The continued significance of “place” in online communication is the focus of several of the chapters. Karina Alexanyan and Olessia Koltsova analyze Russian use of LiveJournal.com, a popular American blogging and social networking site with more than 400,000 users—one of the largest aggregates of Russian-language activity online. Their analysis of angry and fearful reactions on the part of users to LiveJournal’s recent licensing deal with a Russian media company demonstrates how the ability of technology to foster the emergence of new transnational cultures is tempered by traditional geo-political concerns. Several authors also underline the fact that the effectiveness of blogging as a political tool varies from locale to locale. Axel Bruns and Debra Adams use IssueCrawler, a Web-mapping tool, to identify and plot the issue networks among Australian bloggers and related sites on a number of key political issues. They argue that, contrary to received wisdom, political blogs in Australia act nothing like political blogs do in America: rather than mixing with mainstream media, they remain almost entirely apart from more conventional forms of political coverage. Similarly, in examining blogging in Israel, Carmel L. Vaisman concludes that unlike the American and Arab experience, where local bloggers have had direct impact on the political system and traditional media, mainstream journalists in Israel largely ignore political blogging, prompting bloggers to make direct contact with politicians. In a chapter exploring politically influential Arab blogs, Aziz Douai leans his analysis toward events in Morocco, suggesting that blogging has been effective there because it has been set against a solid social movement that mobilized the “Arab street.”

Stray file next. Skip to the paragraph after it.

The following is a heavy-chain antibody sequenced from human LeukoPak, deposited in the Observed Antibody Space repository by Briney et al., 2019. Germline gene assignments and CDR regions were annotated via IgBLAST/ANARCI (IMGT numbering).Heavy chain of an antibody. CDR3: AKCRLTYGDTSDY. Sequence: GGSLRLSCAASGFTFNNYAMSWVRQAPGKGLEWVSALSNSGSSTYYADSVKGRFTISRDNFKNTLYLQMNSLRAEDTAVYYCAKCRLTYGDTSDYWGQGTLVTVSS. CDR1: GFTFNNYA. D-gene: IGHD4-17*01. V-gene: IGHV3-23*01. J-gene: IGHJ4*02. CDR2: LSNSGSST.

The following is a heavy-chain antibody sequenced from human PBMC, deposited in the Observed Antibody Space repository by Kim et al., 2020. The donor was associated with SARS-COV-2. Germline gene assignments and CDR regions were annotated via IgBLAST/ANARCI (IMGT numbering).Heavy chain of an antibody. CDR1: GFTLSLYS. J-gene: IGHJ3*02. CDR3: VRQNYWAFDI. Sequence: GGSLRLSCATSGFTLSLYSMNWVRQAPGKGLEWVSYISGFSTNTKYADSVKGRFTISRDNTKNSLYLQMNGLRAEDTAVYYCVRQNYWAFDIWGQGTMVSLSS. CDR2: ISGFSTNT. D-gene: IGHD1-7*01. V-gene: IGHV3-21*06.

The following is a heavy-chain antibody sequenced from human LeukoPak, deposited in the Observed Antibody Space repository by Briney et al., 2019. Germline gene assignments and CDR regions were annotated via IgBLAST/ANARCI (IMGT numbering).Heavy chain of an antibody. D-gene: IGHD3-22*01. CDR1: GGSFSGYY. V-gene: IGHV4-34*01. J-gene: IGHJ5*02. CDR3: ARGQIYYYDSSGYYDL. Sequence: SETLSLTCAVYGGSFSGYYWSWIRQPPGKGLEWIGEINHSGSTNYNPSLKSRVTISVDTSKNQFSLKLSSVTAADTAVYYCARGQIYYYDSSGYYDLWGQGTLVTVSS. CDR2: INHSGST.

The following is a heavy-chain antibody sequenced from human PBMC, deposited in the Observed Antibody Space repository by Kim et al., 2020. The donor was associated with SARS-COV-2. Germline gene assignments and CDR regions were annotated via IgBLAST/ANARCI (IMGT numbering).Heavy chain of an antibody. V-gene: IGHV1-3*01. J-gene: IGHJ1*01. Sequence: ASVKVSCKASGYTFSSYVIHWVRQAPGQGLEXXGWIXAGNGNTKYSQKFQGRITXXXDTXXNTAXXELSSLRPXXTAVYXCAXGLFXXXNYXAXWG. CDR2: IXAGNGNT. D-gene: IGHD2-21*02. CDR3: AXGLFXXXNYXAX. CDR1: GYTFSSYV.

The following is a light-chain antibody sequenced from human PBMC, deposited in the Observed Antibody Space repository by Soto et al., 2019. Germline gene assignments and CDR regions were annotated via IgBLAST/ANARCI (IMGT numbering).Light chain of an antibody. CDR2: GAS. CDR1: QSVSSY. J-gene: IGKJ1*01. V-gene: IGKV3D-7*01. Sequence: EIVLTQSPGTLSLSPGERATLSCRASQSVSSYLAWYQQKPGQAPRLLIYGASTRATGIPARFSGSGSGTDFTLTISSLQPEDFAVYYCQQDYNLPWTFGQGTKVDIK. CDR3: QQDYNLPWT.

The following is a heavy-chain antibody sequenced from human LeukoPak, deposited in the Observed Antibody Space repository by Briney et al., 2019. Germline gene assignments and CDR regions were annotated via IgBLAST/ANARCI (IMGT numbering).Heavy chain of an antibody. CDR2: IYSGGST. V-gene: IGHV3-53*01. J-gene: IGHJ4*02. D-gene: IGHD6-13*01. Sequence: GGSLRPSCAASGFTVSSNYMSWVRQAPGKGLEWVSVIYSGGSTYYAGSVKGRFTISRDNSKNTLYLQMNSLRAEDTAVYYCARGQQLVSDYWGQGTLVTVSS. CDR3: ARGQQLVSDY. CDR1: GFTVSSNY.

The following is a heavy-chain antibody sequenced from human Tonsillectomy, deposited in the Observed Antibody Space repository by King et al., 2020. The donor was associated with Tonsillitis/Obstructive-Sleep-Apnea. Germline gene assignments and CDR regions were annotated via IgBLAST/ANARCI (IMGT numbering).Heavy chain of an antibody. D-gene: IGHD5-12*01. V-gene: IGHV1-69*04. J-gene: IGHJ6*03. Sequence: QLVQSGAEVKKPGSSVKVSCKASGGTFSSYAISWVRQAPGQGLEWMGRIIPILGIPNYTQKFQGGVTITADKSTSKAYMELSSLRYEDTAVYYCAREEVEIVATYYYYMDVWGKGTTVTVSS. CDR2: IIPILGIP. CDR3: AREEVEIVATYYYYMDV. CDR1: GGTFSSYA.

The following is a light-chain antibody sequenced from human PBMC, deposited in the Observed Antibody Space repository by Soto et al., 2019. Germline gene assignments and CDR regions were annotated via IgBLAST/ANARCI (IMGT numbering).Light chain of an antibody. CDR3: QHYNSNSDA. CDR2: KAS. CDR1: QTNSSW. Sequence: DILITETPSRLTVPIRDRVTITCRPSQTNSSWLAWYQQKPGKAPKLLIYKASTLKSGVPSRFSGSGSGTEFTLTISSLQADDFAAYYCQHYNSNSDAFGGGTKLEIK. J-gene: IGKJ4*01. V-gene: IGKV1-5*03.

The final two chapters provide material on the populist power of the form. Giovanni Navarria explores the rebirth as a celebrity political blogger of blacklisted Italian comedian Beppe Grillo. Navarria demonstrates that Grillo has well-harnessed the power of the web to promote innovative modes of political participation, but he warns that Grillo, like other leaders who have emerged outside the traditional channels of institutional politics, are as prone to populism or demagoguery as they are to high-end democratic debate. Yasmin Ibrahim uses the 2006 elections as a case study to explore the impact of blogging on political discourse in Singapore. She argues that political blogs have had symbolic as well as “performative” impact, suggesting that they have worked to re-mediate the political landscape by constructing new forms of civic participation, thus disrupting and displacing the dominant discourses of the nation through personal narratives.